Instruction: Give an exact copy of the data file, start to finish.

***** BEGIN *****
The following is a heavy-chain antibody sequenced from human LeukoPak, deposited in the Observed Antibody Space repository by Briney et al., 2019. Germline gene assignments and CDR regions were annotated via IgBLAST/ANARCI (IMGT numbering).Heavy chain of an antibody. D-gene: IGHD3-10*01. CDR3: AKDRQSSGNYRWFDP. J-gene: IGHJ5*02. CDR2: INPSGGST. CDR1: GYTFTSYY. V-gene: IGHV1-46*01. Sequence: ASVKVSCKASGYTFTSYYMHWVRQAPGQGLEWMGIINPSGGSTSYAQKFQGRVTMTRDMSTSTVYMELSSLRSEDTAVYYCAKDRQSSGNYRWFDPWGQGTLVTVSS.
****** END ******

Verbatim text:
The following is a heavy-chain antibody sequenced from human LeukoPak, deposited in the Observed Antibody Space repository by Briney et al., 2019. Germline gene assignments and CDR regions were annotated via IgBLAST/ANARCI (IMGT numbering).Heavy chain of an antibody. D-gene: IGHD3-10*01. CDR3: AKDRQSSGNYRWFDP. J-gene: IGHJ5*02. CDR2: INPSGGST. CDR1: GYTFTSYY. V-gene: IGHV1-46*01. Sequence: ASVKVSCKASGYTFTSYYMHWVRQAPGQGLEWMGIINPSGGSTSYAQKFQGRVTMTRDMSTSTVYMELSSLRSEDTAVYYCAKDRQSSGNYRWFDPWGQGTLVTVSS.